Genuine Christine

Genuine Christine

In Brief

"For this, O dearly beloved, is the genuine Christine: body and soul and blood and ouns": Mulligan's words imitate the Catholic priest’s action of presenting the consecrated host to the congregation, an action which itself recapitulates Jesus’ words at the Last Supper (“This is my body...This is my blood”). The mocking substitution of Christine for Christ inverts the Catholic Mass into a Satanic black mass, supposedly celebrated over a woman’s naked body. The cheerful blasphemy is typical of Mulligan, but it holds serious implications for all of Ulysses, which subverts otherworldly religion in favor of human sexuality. The novel will conclude with water and blood flowing from the body of a sexually active woman.

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On his website of the occult (, Donald Tyson observes that "The notorious black mass was supposedly a blasphemous parody of the Catholic mass celebrated by witches or sorcerers for the purpose of defiling the most holy beliefs and practices of the Church, and thereby pleasing the Devil, who would as a reward grant to them the power to do evil. Some of its infamous features include a defrocked priest who celebrated the mass on the belly of a naked woman, and the substitution of semen for the holy chrism oil, urine for the wine, and blackened turnip or excrement for the host. During the course of the mass, the defrocked priest was said to copulate with the woman serving as the altar. Sometimes the priest inserted holy wafers into the vagina of the woman before copulation. Sometimes the copulation was anal. The words of the ritual were read backwards or distorted by replacing 'God' with 'Devil' or 'Satan.' The sign of the cross was made backwards."

Tyson notes that such events were “a fantasy created by the priests of the Inquisition as the worst thing they could possibly accuse supposed witches of doing.” Various 18th and 19th century decadents, however, read literary accounts of these supposed perversities and were inspired to stage their own enactments. For further reading, see H. T. F. Rhodes’ The Satanic Mass (1954).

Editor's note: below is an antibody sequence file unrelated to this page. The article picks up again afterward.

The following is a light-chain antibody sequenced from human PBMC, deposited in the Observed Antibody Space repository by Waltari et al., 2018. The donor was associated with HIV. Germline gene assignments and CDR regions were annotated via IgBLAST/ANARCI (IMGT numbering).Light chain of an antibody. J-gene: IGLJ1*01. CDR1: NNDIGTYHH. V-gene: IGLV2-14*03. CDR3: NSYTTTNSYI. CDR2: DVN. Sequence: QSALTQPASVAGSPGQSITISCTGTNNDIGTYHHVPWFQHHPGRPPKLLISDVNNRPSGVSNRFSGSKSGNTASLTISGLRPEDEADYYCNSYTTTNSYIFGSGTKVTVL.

Slote connects "body and soul and blood and ouns" to Lesson 26 of the Maynooth Catechism: "Q. What is the Blessed Eucharist? A. The Blessed Eucharist is the sacrament of the body and blood, soul and divinity of Jesus Christ, under the appearances of bread and wine." But "ouns" takes the echo of church teachings in a sacrilegious direction by recalling the expression "God's blood and wounds," which Gifford identifies as "a blasphemous oath from the late Middle Ages." (A shortened equivalent, "Zounds," stayed in circulation in Britain throughout the 19th century.) Mulligan's pronunciation, "blood and ouns," suggests that his "preacher's tone" may be veering into the Cockney accent which is part of his verbal repertoire. (Later in Telemachus he launches into the tune Coronation Day, "singing out of tune with a Cockney accent.")

In Circe, the black mass so glancingly evoked by Mulligan’s words receives elaborate stage direction: "On an eminence, the centre of the earth, rises the field altar of Saint Barbara. Black candles rise from its gospel and epistle horns. From the high barbicans of the tower two shafts of light fall on the smokepalled altarstone. On the altarstone Mrs Mina Purefoy, goddess of unreason, lies naked, fettered, a chalice resting on her swollen belly. Father Malachi O’Flynn, in a long petticoat and reversed chasuble, his two left feet back to the front, celebrates camp mass. The Reverend Mr Hugh C. Haines Love M.A. in a plain cassock and mortar board, his head and collar back to the front, holds over the celebrant’s head an open umbrella."

This scene recycles many details of the Martello tower scene: eminence (top of the tower), center of the earth (omphalos), barbicans, shafts of light, smokepalled altarstone (hearth), chalice (shaving bowl), petticoat (dressinggown), celebrant (Malachi Mulligan), server (Haines). After the scene is set, Father Malachi chants a demonic inversion of Mulligan’s earlier “Introibo ad altare Dei: “Introibo ad altare diaboli.” The Reverend Mr Haines Love (i.e., Hate-Love) then perverts the responsory line “To God who gladdens my youth” by chanting “To the devil which hath made glad my young days.”

In Ulysses and the Irish God (1993), Frederick K. Lang argues that Joyce substituted art for religion, rejecting the "subordination of flesh to spirit and of human desire to divine law" (16). The God of Irish Catholicism "was now raw material for his art and he proeeded to sacrifice Him to what was now a higher purpose" (15), preserving the idea of transubstantiation but making himself the god of creation. The idea of a black mass cohered with Joyce's sacrilegious project: "Accordingly the Eucharistic rite, Christ's reproducing of Himself in the form of bread and wine, is superseded by human sexuality, by activities and processes associated with human reproduction.... 'Christicle' [on the last page of Oxen of the Sun] suggests Christ combined with 'testicle'. In Nausicaa Bloom masturbates while in the background a Catholic priest holds up the Eucharist. Bloom's penis replaces the sacrament, his erection the Elevation. In Telemachus Malachi Mulligan, named for the prophet who foretold the Eucharistic rite, prophesies the coming of 'christine'.... Also prophetic is the vessel Mulligan carries when he invokes 'christine'. His shaving bowl is a mock chalice, and in Penelope Molly's chamberpot displaces liturgy's chalice when it receives her blood and water" (25-26).

John Hunt 2011


Black mass as celebrated at the court of Louis XIV. Source:

Henry de Malvost, The Guiborg Mass (1666). Source: